How a data centre can help scale your software business

Growing your software business can be a daunting task to take on with so many elements to think about, such as increasing manpower, expanding your IT infrastructure and focusing on marketing strategies.
Epsilon Data Centre Connectivity
Data is the most critical part of any business, with security and data compliance challenges to manage daily. For a software business, developing and protecting the source code of your software is paramount and getting this right from the start will help your business when the time comes to scale up.

Predicting the space and capacity your business will need to store its data is extremely hard to get right. Building too much can waste resources and costs better spent elsewhere, building too little could limit your capacity to scale up down the line. Investing in an outsourced data centre will free up your resources to focus on the business and will connect you to experts who can tailor your needs to the growing demands of the business.


The best solution for your business is a data centre that can help you as you grow. Rather than having to predict your future business needs, a data centre will allow you to use the capacity you need in the present moment and increase or decrease at any time. This solution means there is no waste in extra space or bandwidth and when you do scale up, you can focus on developing your software and marketing it without worrying how you will store the extra data.

Protect your source code

The most important element of a software business is its source code and security is vital for your organisation. If your source code is stolen or leaked, it can cause damage to your reputation and cost you financially. Protecting from both outside and inside threats is necessary and this is where a data centre like Macquarie Data Centres can help.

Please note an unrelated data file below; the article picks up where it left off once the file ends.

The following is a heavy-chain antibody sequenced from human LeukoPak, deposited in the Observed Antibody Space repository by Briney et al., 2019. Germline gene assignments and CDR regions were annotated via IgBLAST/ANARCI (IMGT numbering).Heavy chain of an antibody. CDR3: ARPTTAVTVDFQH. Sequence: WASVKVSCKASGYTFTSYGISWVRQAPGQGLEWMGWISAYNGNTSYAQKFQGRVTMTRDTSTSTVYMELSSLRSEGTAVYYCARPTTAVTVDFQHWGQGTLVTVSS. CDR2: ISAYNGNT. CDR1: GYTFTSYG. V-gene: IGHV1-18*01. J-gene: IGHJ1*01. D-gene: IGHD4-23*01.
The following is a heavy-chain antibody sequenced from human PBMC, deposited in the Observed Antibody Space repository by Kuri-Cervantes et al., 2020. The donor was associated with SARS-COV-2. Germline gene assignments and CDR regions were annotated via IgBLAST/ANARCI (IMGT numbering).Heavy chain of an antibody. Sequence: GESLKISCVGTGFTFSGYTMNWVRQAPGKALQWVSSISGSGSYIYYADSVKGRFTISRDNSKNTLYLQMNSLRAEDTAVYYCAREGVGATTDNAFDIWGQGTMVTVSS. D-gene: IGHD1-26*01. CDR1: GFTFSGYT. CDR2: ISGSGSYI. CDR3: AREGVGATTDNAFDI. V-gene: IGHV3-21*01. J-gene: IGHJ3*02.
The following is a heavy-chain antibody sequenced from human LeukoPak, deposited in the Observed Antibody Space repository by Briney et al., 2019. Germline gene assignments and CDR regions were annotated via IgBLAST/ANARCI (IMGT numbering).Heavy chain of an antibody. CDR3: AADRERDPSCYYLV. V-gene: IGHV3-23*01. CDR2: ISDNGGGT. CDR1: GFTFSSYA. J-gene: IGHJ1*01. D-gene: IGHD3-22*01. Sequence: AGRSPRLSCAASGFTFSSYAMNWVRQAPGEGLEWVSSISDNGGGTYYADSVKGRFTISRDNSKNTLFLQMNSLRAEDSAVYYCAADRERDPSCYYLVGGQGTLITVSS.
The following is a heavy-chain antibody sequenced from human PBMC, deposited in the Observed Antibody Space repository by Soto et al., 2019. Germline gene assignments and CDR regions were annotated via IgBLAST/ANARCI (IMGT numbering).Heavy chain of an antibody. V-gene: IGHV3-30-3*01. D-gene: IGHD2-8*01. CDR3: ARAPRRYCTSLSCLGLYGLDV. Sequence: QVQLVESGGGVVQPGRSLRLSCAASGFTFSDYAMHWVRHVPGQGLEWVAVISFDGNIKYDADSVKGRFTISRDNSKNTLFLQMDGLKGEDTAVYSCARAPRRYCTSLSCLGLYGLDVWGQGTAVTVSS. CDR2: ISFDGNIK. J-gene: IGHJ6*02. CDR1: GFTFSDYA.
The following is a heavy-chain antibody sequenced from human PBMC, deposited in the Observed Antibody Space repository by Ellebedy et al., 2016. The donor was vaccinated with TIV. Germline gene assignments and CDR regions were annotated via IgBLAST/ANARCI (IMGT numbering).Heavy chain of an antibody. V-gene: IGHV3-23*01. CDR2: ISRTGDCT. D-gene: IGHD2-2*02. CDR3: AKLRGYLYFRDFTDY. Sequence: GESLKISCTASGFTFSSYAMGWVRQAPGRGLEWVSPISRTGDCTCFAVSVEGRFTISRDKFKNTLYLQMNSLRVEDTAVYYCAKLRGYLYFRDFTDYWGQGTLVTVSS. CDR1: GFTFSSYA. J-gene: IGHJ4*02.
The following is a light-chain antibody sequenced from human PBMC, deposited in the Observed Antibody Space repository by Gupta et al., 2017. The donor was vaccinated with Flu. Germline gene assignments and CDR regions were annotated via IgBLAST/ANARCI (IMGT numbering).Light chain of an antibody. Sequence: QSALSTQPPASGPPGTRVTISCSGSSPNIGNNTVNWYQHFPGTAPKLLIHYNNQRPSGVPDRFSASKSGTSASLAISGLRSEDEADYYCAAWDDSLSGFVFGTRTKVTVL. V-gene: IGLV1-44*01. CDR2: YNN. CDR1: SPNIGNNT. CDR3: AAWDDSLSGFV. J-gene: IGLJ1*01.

Data centres are built to be secure and allow only authorised people to access the data they store. Their security systems include surveillance, locked server cages, security guards, multi-tier infrastructure and identity protocols. If you invest in a data centre, you can have peace of mind that your source code is always physically protected and you can change access levels whenever you need.

Data centres not only physically protect your data, they have powerful cybersecurity software and firewalls to provent hacking and malware. They ensure only authorized people from your business can access the source code with protocols like password encryption, SSH or HTTPS and multi-level authority access.

Reduce expenses

Building an in-house data centre can be costly for your business, including physical storage space, resources to not only build but continually manage and update security technology, and this cost is repeated every time you want to scale up. With a data centre, you can switch from large capital expenditure to a more manageable operating expenditure as data centres sole focus is building storage, they can build quickly and more cost effectively than the majority of businesses can.

So if you are developing new software to release to the market, your business can focus solely on this with the knowledge that you can simply lease the extra data centre space you need when you need it

Backups and Reduced downtime

For a software business, your reputation as a technology driven and trusted business is vital. If you lose a data backup or your software goes down, this can be detrimental to your authority in the market. This is even more so important when scaling your software and releasing new products to the market, you will need to ensure every technology update is backed up.

If you run your data centre from your businesses’ power grid, it can cause your technology to slow down and result in more power failures. The more power failures you have, the more chance you have of losing data or backups. Data centres are built to provide industrial power grids and maintain upkeep, working proactively to prevent downtime for your business. In the case of a system failure, data centres have access to backup generators to continue their power, something which most in-house data centres will not have easy access to.

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